Gyalbu Sherpa was born in the Rolwaling area in the Himalayas of Nepal in the year… well, we don’t know what year Gyalbu Sherpa was born in because they didn’t keep those kinds of records in the high villages of the Himalayas. And yes, Sherpa is his last name, along with 90% of the other people who are born in Rolwaling. Not only is it his name, it was his occupation. An occupation anyone can be proud of – an occupation that the first- born son will historically pursue.

Gyalbu’s father was a Sherpa, and his grandfather was a Sherpa, and so on and so on.

Of his five Everest summits, three were on the Nepalese Southeast Ridge and the other two were on the Tibetan North ridge. He summited K2 just days after his fourth Everest summit, in 1997 to be part of a very exclusive club of just under 300 people in the world who have stood on that summit. He likes being a Sherpa because he values hard work and enjoys helping people.

Gyalbu left the mountaineering world in the Himalayas to make a better life for his children, and has been working in the United States for the past 14 years. His two sons and daughter are now all in college.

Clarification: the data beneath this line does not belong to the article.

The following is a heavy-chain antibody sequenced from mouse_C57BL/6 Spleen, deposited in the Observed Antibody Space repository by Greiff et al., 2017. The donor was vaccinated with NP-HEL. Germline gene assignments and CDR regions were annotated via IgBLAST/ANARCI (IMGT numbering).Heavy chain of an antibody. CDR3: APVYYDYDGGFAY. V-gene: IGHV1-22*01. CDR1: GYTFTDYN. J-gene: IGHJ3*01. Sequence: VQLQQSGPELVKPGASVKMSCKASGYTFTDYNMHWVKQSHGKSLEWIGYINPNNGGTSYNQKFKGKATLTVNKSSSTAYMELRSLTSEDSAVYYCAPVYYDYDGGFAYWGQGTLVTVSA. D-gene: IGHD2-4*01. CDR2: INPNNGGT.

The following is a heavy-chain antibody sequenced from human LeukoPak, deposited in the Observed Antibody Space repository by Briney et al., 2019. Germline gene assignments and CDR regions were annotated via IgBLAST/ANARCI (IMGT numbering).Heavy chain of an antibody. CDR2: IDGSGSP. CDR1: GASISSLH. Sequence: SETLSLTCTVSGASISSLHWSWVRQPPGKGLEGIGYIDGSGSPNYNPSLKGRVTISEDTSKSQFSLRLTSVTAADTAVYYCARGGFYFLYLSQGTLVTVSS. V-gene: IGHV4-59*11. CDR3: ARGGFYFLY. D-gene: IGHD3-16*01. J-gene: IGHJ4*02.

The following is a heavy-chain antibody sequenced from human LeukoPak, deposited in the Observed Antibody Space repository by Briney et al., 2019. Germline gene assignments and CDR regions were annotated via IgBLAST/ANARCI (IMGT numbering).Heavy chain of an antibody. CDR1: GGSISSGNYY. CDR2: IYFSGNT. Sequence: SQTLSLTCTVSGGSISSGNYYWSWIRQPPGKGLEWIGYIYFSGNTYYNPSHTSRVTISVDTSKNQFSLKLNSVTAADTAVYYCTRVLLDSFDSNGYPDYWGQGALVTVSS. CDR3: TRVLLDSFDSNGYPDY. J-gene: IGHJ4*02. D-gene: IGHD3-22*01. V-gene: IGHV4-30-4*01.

When the founder of The Heroes Project, Tim Wayne Medvetz, signed up to climb Mount Everest in 2002, the first thing he did was search for a Sherpa in Los Angeles who could give him some advice on what it takes to summit Mt Everest. That’s how he met Gyalbu, and they have been friends and climbing together ever since.

So when The Heroes Project was born it was a no brainer to bring Gyalbu on board as The Heroes Projects Climbing Sirdar (Sherpa Mountain Guide). Gyalbu says it’s his way of giving back to America for everything this country has done for his family.